Another weekend, another festival double-header. This time we look forward to every rock lover's favourite behemoth: the Reading and Leeds Festivals.
What are they?
Reading and Leeds are the annual teenage riots that are fuelled by Tesco Value vodka and some of the world’s best bands (plus Ian Brown). Both are led by parent-free tykes intent on destruction – whether it’s their livers or your well-pitched Eurohike pop-up. The all-music, no frills double-header shares its line-up between two small sites either end of the M1 and if anybody returns having had even a wink of sleep, they’re obviously at the wrong festival, having bought a dodgy ticket from a tout called Steve.
When and where are they?
Both festivals run from 28-30 August, giving parents that Bank Holiday Monday to scrub that permanent marker off of their kids, hose down their sick splattered rucksacks and replace their shaven eyebrows with merkins before they go back to school the following week. Reading takes place at St Johns Farm in Berkshire, while Yorkshire’s Branham Park will host the sister event Leeds.
Who to see?
Arctic Monkeys – Main Stage (Saturday, Reading and Friday, Leeds)
With Alex Turner shelving part-time plaything The Last Shadow Puppets, the Sheffield four-piece will return mightily to the festival pedestal with some colossal Josh Homme-inspired sounds. Recent performances show the band are even making their more poppier numbers sound heavy – this looks set to be the show of the year.
Radiohead – Main Stage (Sunday, Reading and Saturday, Leeds)
After swaying opinion at their Victoria Park gigs last year, a revered Thom Yorke showered Latitude with the type of sheer quality fans hope to expect from their first UK festival outing since the release of ‘In Rainbows’. But that’s not all; the legendary art-house outfit have promised new tracks as well. Time to make amends boys.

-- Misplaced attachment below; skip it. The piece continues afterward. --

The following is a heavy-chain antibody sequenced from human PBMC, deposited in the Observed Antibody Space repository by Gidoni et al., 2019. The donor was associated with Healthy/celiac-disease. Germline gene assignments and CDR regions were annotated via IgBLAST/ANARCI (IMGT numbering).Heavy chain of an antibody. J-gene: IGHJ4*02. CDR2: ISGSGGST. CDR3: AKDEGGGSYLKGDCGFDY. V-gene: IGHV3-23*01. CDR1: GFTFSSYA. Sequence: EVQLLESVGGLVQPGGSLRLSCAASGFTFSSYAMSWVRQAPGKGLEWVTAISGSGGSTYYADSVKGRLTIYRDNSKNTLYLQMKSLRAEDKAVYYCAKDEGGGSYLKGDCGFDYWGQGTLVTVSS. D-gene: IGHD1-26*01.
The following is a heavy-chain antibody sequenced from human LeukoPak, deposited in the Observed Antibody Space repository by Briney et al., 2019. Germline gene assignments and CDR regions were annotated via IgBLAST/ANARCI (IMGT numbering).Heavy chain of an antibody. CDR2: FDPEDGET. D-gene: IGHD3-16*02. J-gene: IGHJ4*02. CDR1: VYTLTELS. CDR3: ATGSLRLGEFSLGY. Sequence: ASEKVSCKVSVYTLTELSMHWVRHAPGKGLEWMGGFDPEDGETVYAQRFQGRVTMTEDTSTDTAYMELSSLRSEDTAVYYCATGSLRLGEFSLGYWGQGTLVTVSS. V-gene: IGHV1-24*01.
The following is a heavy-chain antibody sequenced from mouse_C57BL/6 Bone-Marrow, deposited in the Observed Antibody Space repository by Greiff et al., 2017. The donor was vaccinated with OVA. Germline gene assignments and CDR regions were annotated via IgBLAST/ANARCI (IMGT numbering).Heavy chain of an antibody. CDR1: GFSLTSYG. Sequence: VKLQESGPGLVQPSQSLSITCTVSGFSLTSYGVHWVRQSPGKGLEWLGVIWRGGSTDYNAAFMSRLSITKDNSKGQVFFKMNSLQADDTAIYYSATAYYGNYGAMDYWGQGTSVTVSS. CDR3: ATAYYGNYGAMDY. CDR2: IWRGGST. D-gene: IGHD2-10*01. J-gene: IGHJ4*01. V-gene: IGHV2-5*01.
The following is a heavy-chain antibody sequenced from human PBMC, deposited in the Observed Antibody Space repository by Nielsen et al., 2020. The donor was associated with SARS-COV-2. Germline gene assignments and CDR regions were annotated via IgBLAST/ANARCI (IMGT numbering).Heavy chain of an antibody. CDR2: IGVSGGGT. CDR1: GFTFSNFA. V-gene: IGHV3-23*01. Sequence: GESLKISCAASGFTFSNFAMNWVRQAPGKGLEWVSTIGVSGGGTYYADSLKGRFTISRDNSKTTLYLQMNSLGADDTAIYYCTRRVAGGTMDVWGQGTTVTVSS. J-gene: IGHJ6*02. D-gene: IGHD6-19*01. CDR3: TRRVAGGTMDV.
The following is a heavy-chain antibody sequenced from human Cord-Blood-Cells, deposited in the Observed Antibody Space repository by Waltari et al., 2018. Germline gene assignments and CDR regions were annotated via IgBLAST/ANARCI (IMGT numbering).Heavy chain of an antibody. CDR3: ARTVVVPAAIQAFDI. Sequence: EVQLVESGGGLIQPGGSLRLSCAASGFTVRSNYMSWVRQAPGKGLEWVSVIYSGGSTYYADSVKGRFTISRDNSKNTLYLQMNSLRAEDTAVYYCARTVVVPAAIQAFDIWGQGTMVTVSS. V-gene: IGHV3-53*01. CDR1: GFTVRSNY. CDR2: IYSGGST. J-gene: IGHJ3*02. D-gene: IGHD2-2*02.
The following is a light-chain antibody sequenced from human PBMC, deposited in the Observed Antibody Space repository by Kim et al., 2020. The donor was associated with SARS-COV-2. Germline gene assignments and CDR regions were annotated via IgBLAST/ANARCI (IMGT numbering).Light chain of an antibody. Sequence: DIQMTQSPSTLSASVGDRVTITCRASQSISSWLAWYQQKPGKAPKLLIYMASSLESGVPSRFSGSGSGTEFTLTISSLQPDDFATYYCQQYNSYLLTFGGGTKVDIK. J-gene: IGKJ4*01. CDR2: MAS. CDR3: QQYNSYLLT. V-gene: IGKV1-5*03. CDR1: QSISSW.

The Horrors – NME/Radio 1 Stage (Friday, Reading and Sunday, Leeds)
After almost disowning their first LP, The Horrors look certain to pepper their set with most of their second offering ‘Primary Colours’. So expect a luscious and claustrophobic performance that picks as much from Joy Division as it does from Shangri-Las.
Chase And Status – (Sunday, Reading and Saturday, Leeds)
Reading and Leeds’ reputations were never built on DJ sets, but London duo Chase And Status aren’t your run of the mill self-indulgent house aficionados. No, they leave that to Deadmau5 this weekend. The drum n bass and dubstep dons throw in everything from their performances from middle eastern jungle to Rage Against The Machine without having to press their tongues in their cheeks. They’re even inclined to spin back and reload tracks like the proper DJs of 70s Jamaica.
One to miss
Bloc Party – Main Stage (Sunday, Reading and Saturday, Leeds)
Haven’t we been here before? Wasn’t it last year that Bloc Party were playing the same slot on the same stage? Still living off the heyday of their ‘Helicopter’ era, Kele and Co look certain to underachieve again this time around if their Glastonbury show is anything to go by. The group just can’t cut it live at festivals, so go and watch Vitalic instead.